Is Five Years of Deliberation Over Real-Time Payments Enough?

The Federal Reserve is set to announce sometime this summer whether it will build a real-time payments (RTP) network that would offer an alternative, and a competitor, to the partially implemented network from The Clearing House (TCH). Currently, only 16 of the 25 TCH member banks are on the RTP network, and only seven can both send and receive. See Kevin Wack’s account in The American Banker.

A Monopoly is Nice

No surprise: TCH, owned by some of the largest banks in the world, opposes competition from the Fed.

Just about everyone else — community banks, credit unions, big tech players like Google, the Congressional Black Caucus, and merchants from convenience stores to Walmart and Amazon — want the Fed to run a network. They don’t trust the big banks.

Congress to the Rescue

Senators Chris Van Hollen (D-MD) and Elizabeth Warren (D-MA), as well as Reps. Ayanna Pressley (D-MA)  and Sylvia Garcia (D-TX) introduced legislation in late July that updates the Expedited Funds Availability Act of 1987 to ensure funds availability in real time and requires the Fed to build a real-time payments network.

The Fed doesn’t need the legislation, said Aaron Klein, a fellow at Brookings. It should just use its existing authority, something it is hesitant to do.

Fed Prefers Talk, Talk to Act, Act — Cost $100 Billion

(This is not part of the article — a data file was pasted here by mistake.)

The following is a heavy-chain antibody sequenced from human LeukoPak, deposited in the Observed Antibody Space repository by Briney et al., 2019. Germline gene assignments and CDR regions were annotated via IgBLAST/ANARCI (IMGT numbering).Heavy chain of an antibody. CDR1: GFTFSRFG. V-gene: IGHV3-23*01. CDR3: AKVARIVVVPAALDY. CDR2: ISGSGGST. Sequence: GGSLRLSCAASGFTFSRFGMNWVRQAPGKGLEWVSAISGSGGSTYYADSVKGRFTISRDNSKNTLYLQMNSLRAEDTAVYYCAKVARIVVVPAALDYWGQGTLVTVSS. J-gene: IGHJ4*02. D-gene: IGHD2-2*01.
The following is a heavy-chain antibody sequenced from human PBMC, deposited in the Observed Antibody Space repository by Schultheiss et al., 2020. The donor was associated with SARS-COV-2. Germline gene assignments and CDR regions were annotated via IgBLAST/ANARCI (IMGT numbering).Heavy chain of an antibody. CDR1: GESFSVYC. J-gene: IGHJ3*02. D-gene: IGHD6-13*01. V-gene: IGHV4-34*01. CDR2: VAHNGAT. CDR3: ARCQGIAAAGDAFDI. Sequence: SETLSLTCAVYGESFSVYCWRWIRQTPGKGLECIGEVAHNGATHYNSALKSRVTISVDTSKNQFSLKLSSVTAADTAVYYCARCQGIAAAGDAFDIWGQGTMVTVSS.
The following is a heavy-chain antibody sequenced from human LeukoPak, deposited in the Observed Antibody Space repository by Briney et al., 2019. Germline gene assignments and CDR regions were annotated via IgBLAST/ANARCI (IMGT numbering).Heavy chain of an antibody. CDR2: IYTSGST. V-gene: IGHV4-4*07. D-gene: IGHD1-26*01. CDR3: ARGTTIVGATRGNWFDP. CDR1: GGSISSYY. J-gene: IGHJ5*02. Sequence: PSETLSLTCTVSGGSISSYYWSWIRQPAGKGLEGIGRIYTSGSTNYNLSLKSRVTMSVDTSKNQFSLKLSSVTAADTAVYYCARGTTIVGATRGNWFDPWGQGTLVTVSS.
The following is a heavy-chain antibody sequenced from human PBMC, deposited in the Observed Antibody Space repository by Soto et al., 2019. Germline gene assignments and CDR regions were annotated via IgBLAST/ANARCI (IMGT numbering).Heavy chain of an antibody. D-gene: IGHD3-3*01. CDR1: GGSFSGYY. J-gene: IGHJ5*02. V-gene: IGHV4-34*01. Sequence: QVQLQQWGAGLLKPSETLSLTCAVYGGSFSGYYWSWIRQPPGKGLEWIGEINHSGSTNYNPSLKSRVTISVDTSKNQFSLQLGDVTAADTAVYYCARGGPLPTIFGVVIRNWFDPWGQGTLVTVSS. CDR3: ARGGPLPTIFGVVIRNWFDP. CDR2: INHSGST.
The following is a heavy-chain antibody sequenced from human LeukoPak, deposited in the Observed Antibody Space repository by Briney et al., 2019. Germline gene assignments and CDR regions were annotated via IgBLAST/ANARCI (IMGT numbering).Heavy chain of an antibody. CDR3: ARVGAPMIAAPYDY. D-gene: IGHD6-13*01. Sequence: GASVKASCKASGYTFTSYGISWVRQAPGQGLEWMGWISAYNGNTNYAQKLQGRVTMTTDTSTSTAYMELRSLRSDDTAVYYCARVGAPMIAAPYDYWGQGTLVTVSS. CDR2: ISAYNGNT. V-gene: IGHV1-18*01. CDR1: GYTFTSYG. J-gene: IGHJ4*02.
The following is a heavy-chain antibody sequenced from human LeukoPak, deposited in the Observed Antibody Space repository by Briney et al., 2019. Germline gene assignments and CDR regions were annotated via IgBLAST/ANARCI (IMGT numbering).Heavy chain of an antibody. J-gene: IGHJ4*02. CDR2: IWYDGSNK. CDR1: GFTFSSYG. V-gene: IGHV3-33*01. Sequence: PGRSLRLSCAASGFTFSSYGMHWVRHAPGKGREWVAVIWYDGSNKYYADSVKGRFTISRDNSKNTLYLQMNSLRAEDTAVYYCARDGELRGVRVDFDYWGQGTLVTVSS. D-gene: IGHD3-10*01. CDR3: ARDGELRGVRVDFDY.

The Fed has chosen to consult, study, and build consensus, which it has been doing since 2015. No way will it meet its 2020 target for a ubiquitous real-time network. 

By contrast, in the U.K., Faster Payments was a regulatory mandate and launched in 2008. 

If the U.S. had launched real-time payments at the same time, it might have saved consumers $100 billion, Klein said.

Slow Payments Hurt the Poor

“Implementing real-time payments is the single most important policy level that the Federal Reserve can directly utilize to reduce income inequality in America,” said Klein.

For people living paycheck to paycheck, the costs of delays are high. Klein illustrated: “November 30th was Friday. Many obligations are routinely due on the 1st of a month, often taken out by direct debit (rent, mortgage, child care monthly subscriptions, memberships, etc . . .) Using the existing payment system, it could take until Tuesday or later before funds paid on the last day of the month are available.”  (Some neobanks provide access to Friday paychecks two days early.)

But Slow Is Profitable — For Banks

Banks provide the financing for payday lenders and check cashers that have moved into low-income areas banks have deserted, while keeping their hands clean. More directly, they make $11.45 billion in overdraft fees in 2017.

Payments Lag Behind Amazon Prime

Real-time payments would also help ecommerce, because companies face cash flow problems as they need to restock when their goods sell. But consider Amazon Prime, which can move goods faster than the banking system can move money. 

Maybe it’s time to catch up to Mexico, South Africa, and Poland, which all have real-time payments.